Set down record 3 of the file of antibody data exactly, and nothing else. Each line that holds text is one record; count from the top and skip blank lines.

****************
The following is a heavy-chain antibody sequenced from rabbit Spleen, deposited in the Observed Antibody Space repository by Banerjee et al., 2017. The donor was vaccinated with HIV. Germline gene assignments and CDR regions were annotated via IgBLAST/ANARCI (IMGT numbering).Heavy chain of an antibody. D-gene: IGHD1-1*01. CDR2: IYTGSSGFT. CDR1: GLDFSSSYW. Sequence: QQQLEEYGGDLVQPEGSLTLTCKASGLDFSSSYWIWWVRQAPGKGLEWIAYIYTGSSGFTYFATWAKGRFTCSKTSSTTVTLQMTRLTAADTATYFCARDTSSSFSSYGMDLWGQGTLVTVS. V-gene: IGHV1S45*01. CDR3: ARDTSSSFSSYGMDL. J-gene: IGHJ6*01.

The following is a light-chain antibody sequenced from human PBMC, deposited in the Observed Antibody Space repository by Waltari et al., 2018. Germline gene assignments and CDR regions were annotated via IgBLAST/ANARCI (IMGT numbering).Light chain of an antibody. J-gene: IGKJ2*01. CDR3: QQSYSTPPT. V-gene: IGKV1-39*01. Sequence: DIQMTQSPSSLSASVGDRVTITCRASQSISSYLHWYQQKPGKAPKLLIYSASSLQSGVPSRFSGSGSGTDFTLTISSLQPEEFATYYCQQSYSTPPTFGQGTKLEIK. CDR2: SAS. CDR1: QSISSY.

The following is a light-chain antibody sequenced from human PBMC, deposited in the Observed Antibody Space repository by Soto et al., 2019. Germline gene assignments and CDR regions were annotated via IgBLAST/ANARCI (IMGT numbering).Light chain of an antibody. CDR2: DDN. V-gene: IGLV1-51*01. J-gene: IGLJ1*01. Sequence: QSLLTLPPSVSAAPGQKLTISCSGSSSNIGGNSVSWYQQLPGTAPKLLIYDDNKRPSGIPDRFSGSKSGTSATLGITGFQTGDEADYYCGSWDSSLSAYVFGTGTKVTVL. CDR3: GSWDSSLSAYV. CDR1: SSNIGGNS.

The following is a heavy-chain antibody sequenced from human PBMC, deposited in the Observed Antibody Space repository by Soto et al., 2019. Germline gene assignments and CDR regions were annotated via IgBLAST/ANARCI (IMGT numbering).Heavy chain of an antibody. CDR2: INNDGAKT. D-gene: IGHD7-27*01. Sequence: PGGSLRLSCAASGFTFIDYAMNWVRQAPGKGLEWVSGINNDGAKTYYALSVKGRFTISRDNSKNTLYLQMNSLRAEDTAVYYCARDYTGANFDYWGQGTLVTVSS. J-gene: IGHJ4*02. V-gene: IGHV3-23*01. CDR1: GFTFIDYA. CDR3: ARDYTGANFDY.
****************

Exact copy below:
The following is a light-chain antibody sequenced from human PBMC, deposited in the Observed Antibody Space repository by Soto et al., 2019. Germline gene assignments and CDR regions were annotated via IgBLAST/ANARCI (IMGT numbering).Light chain of an antibody. CDR2: DDN. V-gene: IGLV1-51*01. J-gene: IGLJ1*01. Sequence: QSLLTLPPSVSAAPGQKLTISCSGSSSNIGGNSVSWYQQLPGTAPKLLIYDDNKRPSGIPDRFSGSKSGTSATLGITGFQTGDEADYYCGSWDSSLSAYVFGTGTKVTVL. CDR3: GSWDSSLSAYV. CDR1: SSNIGGNS.